John Jenkins
    Great Smoky Mountains Church of Christ
    Gatlinburg, TN
    June, 4 2009

    The real story here is that the answer DOESN’T lie in churches, per se. Big and small, old and young, northern and southern, contemporary and traditional, VBS/Bible Bowl/camp/Youth Minister and not — all lose kids at about the same rate.
    “Youth Ministry” as traditionally conceived by Churches of Christ makes NO STATISTICALLY SIGNIFICANT DIFFERENCE in the retention rate of kids who grow up under it.
    What does make a difference? Parents’ church attendance and martial status.
    Retention of kids starts and ends with parents who are committed to God AND TO EACH OTHER.
    If we want to keep our kids, churches need to focus on keeping Mom and Dad together and in church. Anything else is grasping after the wind.
    Ben Wiles
    Pleasant Grove Church of Christ
    Guthrie, KY
    June, 3 2009

    Our kids are leaving for two reasons: 1.Because we have spoiled them. They have grown up thinking church is about them. Everything they have experienced has been aimed at entertaining them and keeping them safe.The ONLY evengelism they experience is being told to invite a friend to COME to church.
    2. 85% of conversions are coming from the 18-30 age group and most of our churches don’t even have a ministry in that age group.
    Want them to stay? Give them a mission that is bigger than the world has to offer.Train them to become mighty warriors for Christ and fight the hords of hell for the souls of mankind.
    Lynn Stringfellow
    Bay Area Church of Christ
    Brandon, Florida
    June, 3 2009

    I grew up with a very close knit group of teens whose parents were involved in our lives and kept us active in the church. I did not come from a Christian home so the influence of these parents set a firm foundation for me and I give thanks every day for all of them for the wonderful Christian influence they left with me and the others. Today we live in a society where families aren’t families anymore and they let their children get way too involved in outside activites, even to the point that church isn’t a priority if they have another activity ~ is it no wonder kids don’t put God first? So much to say, so few characters to do it with~ lol
    Carol Boling Short
    Centerville Rd church of Christ in Garland TX
    Garland, TX
    June, 3 2009

    As a former youth minister, I beg the church to wake up and hear these words. Dudley is right on in his assessment. I grew weary of “kicking against the goads” in youth ministry…struggling to change the perception that youth ministry was family ministry…that the church if it is to be the church must practice the Shema together…not in a society segregated by its ministries.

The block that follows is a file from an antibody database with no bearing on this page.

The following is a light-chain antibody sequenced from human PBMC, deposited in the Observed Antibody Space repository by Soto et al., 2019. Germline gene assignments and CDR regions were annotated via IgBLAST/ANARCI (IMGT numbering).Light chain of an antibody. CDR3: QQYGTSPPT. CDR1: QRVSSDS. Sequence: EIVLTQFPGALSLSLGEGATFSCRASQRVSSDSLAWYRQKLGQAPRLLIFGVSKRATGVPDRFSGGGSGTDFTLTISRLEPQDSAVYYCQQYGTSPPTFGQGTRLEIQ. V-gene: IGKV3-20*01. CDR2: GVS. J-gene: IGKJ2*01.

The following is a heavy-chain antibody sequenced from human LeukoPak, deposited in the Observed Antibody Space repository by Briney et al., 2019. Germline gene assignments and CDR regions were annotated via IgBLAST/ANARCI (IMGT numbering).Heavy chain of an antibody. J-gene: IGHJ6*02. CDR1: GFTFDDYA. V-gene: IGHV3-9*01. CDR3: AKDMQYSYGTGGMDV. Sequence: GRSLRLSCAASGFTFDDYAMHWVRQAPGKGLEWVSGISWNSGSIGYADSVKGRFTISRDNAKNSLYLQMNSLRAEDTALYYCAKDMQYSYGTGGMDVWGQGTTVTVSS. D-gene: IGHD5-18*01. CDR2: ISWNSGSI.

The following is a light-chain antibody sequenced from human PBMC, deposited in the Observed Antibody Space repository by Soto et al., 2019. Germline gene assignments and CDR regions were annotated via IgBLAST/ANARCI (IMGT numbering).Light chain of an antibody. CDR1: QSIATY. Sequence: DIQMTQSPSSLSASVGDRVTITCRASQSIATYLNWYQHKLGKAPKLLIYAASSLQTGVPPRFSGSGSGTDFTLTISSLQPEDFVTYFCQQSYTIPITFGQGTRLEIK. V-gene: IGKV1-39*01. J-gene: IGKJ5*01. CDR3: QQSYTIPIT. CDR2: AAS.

Doug Oakes
    Central Church of Christ
    Bakersfield, CA
    June, 2 2009

    This article is only partially correct. My husband & I raised our son that it was important to go to Bible class & worship services & the only reason you missed was due to illness. We read the Bible together every night. We prayed together every day. We were active in the Youth Group & made sure he attended all of the activities & events. His best friends were in the Youth Group. Our church has had an excellent youth program for years. He graduated from ACU. Now that he is on his own he attends worship sporadically. I don’t believe it was our fault & I don’t accept the blame for it. As an adult it is up to him to put what he was taught to use & build his own faith.
    Patricia Burt
    Nichols Street Church of Christ bay City, TX
    La Ward, TX
    June, 2 2009

    This is not about blame, it is about responsibility. Adult children are responsible for tending to their faith, but even so, that is what the Community of Believers (including their own parents) are there for. As for us parents with children in our homes, it is OUR responsibility as THEIR parents to cultivate, plant the seeds, and tend to the spiritual life that grows out of that work. As our children grow, they take on more responsibility for tending to their spiritual life. If this process hasn’t started before their teenage years, it is not too late to begin! God is the Great Harvester… Farmers that till the land often have more faith in the production of their crops than we do when it comes to matters of faith!
    Greg Bukovatz
    East Point Church of Christ
    Wichita, KS
    June, 2 2009

    I appreciate that Dr. Chancey makes us aware of the opportunities inside our families, groups, and congregations to help grow faithful Christian young people. Our society has forgotten the necessity of family involvement – even inside our own brotherhood. Mrs. Cusic sees the family responsibility beginning and ending with planting seeds. It seems we as parents of youth and teens need to help cultivate the soil of their souls, nurture and encourage their budding beliefs, prune when necessary, and water with prayer throughout. As young adults they must continue developing those beliefs but as youth and teens God entrusted their growth in all areas to parents. This article is simply a clarion call for parents to be parents.